30 years ago the only place to glimpse homeless in LA was Santa Monica-home of the homeless, dutifully fed @ in front of the Rand building.

      They were almost celebrities in their own rite, Lipstick Mary earned her sobriquet by applying copious amounts in the general area of her lips, sometimes extending halfway to her nose, and her schtick was walking 17 shopping carts all chock full of nothing much up anybody would want, up and down Wilshire Blvd. tI might take her half an hour to go a block.

      1. Olde mayte

        It’s funny you say that cause the difference between LA in popular media and actually existing LA was so bigly huge… Makes sense it wasn’t always like that

        1. Wukchumni

          Every home in LA is worth a million bucks, with neighbors sometimes within eyesight whose net worth currently is $7.45

          Nadir hanging out with zenith.

    5. Paula

      Reminds me of Turkey, where my sister just visited. No homeless, no garbage on the streets, dogs running around but none looked starved. I told her she needs to be careful about how she judges what she sees. Urdogan is a dictator, after all. She also noted how different the interior compare to border towns.

  17. LawnDart

    A lot of people simply do not have social supports that they can turn to when “life happens”– what’s the percentage of nuclear-family meltdown? 50%? How toxic is whatever remains? Add to it the shuffle and moves parents make in an effort to keep up with economic costs– a lot of kids don’t have hometowns or childhood friends once they reach the age of emancipation: roots are cut in the service of capitalism.

    When I worked parole, a number of guys would deliberately violate in order to get back to prison (especially in Winter months), because as shitty as that is, it’s often better than the streets. Incarceration is our safety-net in USA.

  18. Joe Renter

    A national moral tragedy anyway you look at it. I saw what happened in Seattle after 2007 -8. That was only gotten worse by factor x. When out of work, out of a home, and drugs are cheap, guess what happens? A vicious cycle. It can be fixed by the powers that be, but it doesn’t since the entities don’t want to spend the money. And like it was pointed out there is money in the private prison system to be made.
    I had a taste of homelessness for only a bit and it is not fun.
    This article inspired me to do for volunteering this coming week. I need to serve, we all do in the capacity that we can.

  19. Tom Stone

    It’s a matter of priorities, spending $30 Billion to house the homeless and treat the addicts would be an extravagance the USA simply can not afford.
    Spending $100 Billion on “Slava Ukraini” so far this year is vastly more important in the Big Picture, because markets, go die.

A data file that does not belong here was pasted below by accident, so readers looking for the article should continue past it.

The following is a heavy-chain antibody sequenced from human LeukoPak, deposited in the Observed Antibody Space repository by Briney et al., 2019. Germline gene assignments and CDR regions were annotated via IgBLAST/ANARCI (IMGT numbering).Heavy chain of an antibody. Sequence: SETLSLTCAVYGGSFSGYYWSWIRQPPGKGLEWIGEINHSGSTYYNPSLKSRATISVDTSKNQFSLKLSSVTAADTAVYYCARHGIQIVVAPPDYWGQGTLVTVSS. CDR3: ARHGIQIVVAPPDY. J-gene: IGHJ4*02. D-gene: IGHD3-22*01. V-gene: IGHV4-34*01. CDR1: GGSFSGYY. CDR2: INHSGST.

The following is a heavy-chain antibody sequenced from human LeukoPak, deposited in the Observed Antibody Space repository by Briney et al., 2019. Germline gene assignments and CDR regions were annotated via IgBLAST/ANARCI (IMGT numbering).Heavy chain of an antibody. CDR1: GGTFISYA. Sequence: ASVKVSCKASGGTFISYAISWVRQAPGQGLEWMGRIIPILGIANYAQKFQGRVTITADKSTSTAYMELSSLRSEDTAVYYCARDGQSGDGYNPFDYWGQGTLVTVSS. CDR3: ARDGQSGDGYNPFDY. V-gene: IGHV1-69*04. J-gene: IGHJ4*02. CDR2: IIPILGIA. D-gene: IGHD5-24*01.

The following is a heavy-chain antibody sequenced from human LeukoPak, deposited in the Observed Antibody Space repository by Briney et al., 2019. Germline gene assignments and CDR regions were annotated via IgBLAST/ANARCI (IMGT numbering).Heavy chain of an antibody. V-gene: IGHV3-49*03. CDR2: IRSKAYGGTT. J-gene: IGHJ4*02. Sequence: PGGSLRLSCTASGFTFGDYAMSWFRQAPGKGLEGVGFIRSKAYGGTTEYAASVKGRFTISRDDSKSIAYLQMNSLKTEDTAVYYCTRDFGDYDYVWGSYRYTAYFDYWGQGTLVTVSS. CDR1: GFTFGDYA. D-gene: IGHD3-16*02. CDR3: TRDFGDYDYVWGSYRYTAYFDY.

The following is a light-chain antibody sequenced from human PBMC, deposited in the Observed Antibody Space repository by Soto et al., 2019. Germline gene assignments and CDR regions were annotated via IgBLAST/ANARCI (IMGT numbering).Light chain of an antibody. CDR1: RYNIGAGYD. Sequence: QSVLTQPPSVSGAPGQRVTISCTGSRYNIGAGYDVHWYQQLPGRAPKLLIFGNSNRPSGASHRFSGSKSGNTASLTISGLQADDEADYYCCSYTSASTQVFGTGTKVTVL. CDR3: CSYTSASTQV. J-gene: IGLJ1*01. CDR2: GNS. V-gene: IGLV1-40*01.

I haven’t landed on the streets but i did live in a trailer with no water most of the summer, with access to a full bathroom in a friends shop.
    I qualified for Section 8 four and a half months ago and am now in a 1 bedroom that is walkable to shopping, in a decent neighborhood.
    That will be increasingly important as my cervical spine continues to deteriorate and driving becomes unsafe .

    1. Joe Renter

      I am glad you were able to get housing.Yep, we can always find funds for war. Not so much for the social services that are needed.

    2. JBird4049

      Sheesh. The county that I am in has had the section 8 waitlist closed for two decades. Of course, once you do get on that list, you have to wait even more. Further, most of the landlords around here don’t want to rent to the wretches that qualify. Maybe in the next decade or two, when I am in my sixties/seventies I will be able to get onto and then off the list.

      1. Earthling

        That’s an important comment.

        The private sector is not handling the problem of housing poor folks, because it’s not only not lucrative, it can be a colossal nightmare if the landlord is dealing with substance abusers, etc.

        Funny, the private sector caused this problem, way back when we just had to cut back on mental and rehab hospitals “big government” and switch to cheap outpatient bullshit that doesn’t work, because all the people in the nice suburbs wanted lower taxes. And now those same people are upset because they have to look at homeless people sometimes.

        So it seems like we’re not going to solve the housing crisis til we solve the treatment shortages.

        1. Boshko

          According to Matthew Desmond’s very excellent, Evicted, the private sector find renting to poor people to be very lucrative. It’s just dirty work, carrying a giant wrench around to fix and threaten and then throw tenants out on the street, all before giving them a ride to eviction court.

          I found it amazing that the price difference between horrendous, delipidated and unsafe housing (in Milwaukee, where his book is focused and which was the basis of his dissertation research) and clean, safe, reasonable housing was maybe 15% even though property values might be 2-3x higher. The cheap cost but high rents of the crappy inner city housing made for great cash flows. “The ‘hood is good” as one landlord put it to Desmond.

          Another scheme for landlords is the Fair Market Rent applied for housing vouchers of the lucky few who win the lottery wait. The voucher is a percent of income but the landlord is paid the difference between that amount and the FMR. The FMR maximum is calculated for geographic areas that span rich and poor, biasing the max upwards.